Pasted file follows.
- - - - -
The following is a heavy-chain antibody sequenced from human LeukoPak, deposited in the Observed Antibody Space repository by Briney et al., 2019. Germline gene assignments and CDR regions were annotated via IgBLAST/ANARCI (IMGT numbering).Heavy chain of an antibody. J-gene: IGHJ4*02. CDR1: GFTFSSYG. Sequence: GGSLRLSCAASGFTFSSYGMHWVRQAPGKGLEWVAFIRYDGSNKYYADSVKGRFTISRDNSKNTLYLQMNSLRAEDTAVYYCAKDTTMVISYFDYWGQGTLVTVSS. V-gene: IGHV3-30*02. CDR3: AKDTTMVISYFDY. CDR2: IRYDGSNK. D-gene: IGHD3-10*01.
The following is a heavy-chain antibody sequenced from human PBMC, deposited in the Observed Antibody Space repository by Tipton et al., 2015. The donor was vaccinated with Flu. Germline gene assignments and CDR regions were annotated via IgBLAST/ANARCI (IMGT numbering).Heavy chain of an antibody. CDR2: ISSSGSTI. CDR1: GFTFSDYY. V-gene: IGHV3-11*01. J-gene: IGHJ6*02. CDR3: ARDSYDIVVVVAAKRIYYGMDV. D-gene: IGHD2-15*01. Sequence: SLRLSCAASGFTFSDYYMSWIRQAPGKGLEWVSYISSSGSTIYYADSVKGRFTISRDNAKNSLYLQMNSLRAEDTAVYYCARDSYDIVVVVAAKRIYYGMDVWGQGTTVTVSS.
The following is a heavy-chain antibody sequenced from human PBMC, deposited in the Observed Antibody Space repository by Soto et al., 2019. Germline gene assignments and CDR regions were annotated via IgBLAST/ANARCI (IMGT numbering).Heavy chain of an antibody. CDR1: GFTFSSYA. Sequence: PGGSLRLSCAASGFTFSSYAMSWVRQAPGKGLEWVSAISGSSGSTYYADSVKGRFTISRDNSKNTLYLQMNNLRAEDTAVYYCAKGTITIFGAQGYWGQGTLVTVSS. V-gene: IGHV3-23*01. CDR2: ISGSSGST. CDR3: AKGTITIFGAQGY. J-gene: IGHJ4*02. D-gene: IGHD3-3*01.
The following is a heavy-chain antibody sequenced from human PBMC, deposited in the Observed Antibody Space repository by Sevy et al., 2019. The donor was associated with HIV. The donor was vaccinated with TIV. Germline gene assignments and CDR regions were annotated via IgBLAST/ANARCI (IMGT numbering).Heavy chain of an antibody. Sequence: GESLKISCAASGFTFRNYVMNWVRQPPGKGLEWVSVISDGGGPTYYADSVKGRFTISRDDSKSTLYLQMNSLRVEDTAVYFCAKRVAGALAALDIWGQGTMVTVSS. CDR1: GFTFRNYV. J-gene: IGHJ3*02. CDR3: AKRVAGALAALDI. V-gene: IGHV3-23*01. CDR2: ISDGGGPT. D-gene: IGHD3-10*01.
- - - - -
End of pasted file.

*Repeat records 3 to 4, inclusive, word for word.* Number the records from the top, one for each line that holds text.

The following is a heavy-chain antibody sequenced from human PBMC, deposited in the Observed Antibody Space repository by Soto et al., 2019. Germline gene assignments and CDR regions were annotated via IgBLAST/ANARCI (IMGT numbering).Heavy chain of an antibody. CDR1: GFTFSSYA. Sequence: PGGSLRLSCAASGFTFSSYAMSWVRQAPGKGLEWVSAISGSSGSTYYADSVKGRFTISRDNSKNTLYLQMNNLRAEDTAVYYCAKGTITIFGAQGYWGQGTLVTVSS. V-gene: IGHV3-23*01. CDR2: ISGSSGST. CDR3: AKGTITIFGAQGY. J-gene: IGHJ4*02. D-gene: IGHD3-3*01.
The following is a heavy-chain antibody sequenced from human PBMC, deposited in the Observed Antibody Space repository by Sevy et al., 2019. The donor was associated with HIV. The donor was vaccinated with TIV. Germline gene assignments and CDR regions were annotated via IgBLAST/ANARCI (IMGT numbering).Heavy chain of an antibody. Sequence: GESLKISCAASGFTFRNYVMNWVRQPPGKGLEWVSVISDGGGPTYYADSVKGRFTISRDDSKSTLYLQMNSLRVEDTAVYFCAKRVAGALAALDIWGQGTMVTVSS. CDR1: GFTFRNYV. J-gene: IGHJ3*02. CDR3: AKRVAGALAALDI. V-gene: IGHV3-23*01. CDR2: ISDGGGPT. D-gene: IGHD3-10*01.